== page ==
My research has concentrated on issues of kin selection and the evolution of altruism, with a particular focus on the application of these principles to the evolution of sociality in insects. I have pursued these issues both with theoretical studies using computer modeling and empirical studies using molecular techniques.
I began my career by working in collaboration with Dave Queller to develop a measure of genetic relatedness using single-locus codominant genetic markers (such as allozymes and, more recently, DNA microsatellites). I used this measure in a comparative study of relatedness values within colonies of several species of social wasps. This work was done in collaboration with Joan Strassmann and Dave Queller and was the first extensive examination of relatedness values in primitively eusocial species which offer a good model system for the origins of sociality in insects. I collected genetic data using allozyme markers and to analyze the data developed a computer program for calculating relatedness, which has been important in my subsequent research.
I next turned my attention to a theoretical study involving the dynamics of kin selection in viscous populations. Population viscosity, in which individuals never disperse far from their natal site, had been thought to promote the evolution of altruistic social behaviors by kin selection, by keeping genetic relatives in proximity to each other. However, several authors had suggested that competitive costs counteract inclusive fitness benefits in viscous populations, so that kin-selected altruism is therefore impossible in such conditions. Only effects on the actor's own direct fitness remained.
I used computer models to address the consequences of competitive as well as altruistic behaviors when population viscosity keeps relatedness among neighbors high. My results confirmed the finding that viscosity alone could not promote kin selection. However, I further found that any mechanism that allowed interactions to be confined to individuals of higher relatedness than the general neighborhood (such as a kin recognition system, or a specific timing of interactions to periods of higher than average relatedness) would break the equivalence and allow inclusive fitness effects to overcome the added costs of local competition. Although any degree of relatedness arising from viscosity must be discounted in inclusive fitness calculations, population viscosity is not universally fatal to the inclusive fitness approach, as had been suggested by some researchers.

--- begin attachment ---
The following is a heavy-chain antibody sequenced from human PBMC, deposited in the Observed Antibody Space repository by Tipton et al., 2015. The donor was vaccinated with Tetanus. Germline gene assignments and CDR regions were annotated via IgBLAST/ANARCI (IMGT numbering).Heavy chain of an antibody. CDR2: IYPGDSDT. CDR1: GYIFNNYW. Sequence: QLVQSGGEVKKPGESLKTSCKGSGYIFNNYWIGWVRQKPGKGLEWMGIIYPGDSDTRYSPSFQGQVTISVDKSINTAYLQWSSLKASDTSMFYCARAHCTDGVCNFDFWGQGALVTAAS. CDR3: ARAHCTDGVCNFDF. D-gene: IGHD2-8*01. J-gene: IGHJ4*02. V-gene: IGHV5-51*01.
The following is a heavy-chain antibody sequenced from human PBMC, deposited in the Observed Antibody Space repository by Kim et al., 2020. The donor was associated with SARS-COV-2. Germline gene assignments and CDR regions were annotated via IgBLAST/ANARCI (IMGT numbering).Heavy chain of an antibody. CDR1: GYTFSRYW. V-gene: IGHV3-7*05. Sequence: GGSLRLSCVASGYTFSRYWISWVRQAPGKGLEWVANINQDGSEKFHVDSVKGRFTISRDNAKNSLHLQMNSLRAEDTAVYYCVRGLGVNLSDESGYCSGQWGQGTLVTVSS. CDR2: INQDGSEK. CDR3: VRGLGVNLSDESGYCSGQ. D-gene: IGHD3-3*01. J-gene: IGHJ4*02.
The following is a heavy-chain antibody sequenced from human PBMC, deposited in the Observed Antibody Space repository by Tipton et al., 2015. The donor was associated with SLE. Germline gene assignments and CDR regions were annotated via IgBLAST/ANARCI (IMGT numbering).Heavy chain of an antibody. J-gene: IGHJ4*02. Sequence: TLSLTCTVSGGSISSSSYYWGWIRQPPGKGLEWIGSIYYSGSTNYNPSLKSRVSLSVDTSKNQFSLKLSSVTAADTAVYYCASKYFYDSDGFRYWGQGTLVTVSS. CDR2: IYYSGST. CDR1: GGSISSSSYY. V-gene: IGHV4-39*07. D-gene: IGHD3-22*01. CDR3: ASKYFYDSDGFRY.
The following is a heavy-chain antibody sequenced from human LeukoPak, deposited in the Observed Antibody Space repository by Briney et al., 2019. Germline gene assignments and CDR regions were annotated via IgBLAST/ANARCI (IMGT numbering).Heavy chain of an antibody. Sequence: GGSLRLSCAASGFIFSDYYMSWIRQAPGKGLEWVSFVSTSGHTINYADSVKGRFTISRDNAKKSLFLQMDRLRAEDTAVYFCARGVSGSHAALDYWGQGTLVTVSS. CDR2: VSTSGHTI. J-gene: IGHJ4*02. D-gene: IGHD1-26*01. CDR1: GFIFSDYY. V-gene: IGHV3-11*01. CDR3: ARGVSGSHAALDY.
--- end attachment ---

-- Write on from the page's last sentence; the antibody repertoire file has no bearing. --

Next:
In my postdoctoral research I developed software tools for analyzing data from genetic markers, and have applied these tools to empirical studies in social insects. The rise of molecular techniques for obtaining genetic markers such as DNA microsatellites has made possible detailed studies of reproductive allocation and relatedness structure within colonies. The new data permit the formation and testing of detailed hypotheses concerning the inclusive fitness interests of different colony members, how these lead to conflicts of interest and how such conflicts are resolved. Exploring these questions provides specific tests of inclusive fitness theory and its application to the evolution of social behavior in general, and has been the focus of my recent research.